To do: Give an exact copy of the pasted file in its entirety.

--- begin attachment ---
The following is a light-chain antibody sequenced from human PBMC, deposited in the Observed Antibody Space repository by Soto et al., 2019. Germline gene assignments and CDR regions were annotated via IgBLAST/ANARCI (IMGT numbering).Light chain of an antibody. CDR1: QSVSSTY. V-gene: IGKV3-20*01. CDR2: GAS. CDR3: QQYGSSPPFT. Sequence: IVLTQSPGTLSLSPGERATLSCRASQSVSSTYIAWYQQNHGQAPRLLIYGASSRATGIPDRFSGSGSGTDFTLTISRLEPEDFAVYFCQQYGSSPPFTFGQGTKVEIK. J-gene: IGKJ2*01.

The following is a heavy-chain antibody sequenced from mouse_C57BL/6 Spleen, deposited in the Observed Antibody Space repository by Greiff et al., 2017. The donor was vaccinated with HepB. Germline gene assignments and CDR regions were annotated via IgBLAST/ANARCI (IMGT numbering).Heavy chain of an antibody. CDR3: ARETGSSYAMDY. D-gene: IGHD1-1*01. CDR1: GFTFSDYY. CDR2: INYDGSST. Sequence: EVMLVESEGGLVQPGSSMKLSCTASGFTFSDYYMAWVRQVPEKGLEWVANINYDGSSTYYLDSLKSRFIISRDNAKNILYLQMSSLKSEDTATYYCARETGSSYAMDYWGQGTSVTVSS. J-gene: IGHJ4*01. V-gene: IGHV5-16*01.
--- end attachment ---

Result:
The following is a light-chain antibody sequenced from human PBMC, deposited in the Observed Antibody Space repository by Soto et al., 2019. Germline gene assignments and CDR regions were annotated via IgBLAST/ANARCI (IMGT numbering).Light chain of an antibody. CDR1: QSVSSTY. V-gene: IGKV3-20*01. CDR2: GAS. CDR3: QQYGSSPPFT. Sequence: IVLTQSPGTLSLSPGERATLSCRASQSVSSTYIAWYQQNHGQAPRLLIYGASSRATGIPDRFSGSGSGTDFTLTISRLEPEDFAVYFCQQYGSSPPFTFGQGTKVEIK. J-gene: IGKJ2*01.

The following is a heavy-chain antibody sequenced from mouse_C57BL/6 Spleen, deposited in the Observed Antibody Space repository by Greiff et al., 2017. The donor was vaccinated with HepB. Germline gene assignments and CDR regions were annotated via IgBLAST/ANARCI (IMGT numbering).Heavy chain of an antibody. CDR3: ARETGSSYAMDY. D-gene: IGHD1-1*01. CDR1: GFTFSDYY. CDR2: INYDGSST. Sequence: EVMLVESEGGLVQPGSSMKLSCTASGFTFSDYYMAWVRQVPEKGLEWVANINYDGSSTYYLDSLKSRFIISRDNAKNILYLQMSSLKSEDTATYYCARETGSSYAMDYWGQGTSVTVSS. J-gene: IGHJ4*01. V-gene: IGHV5-16*01.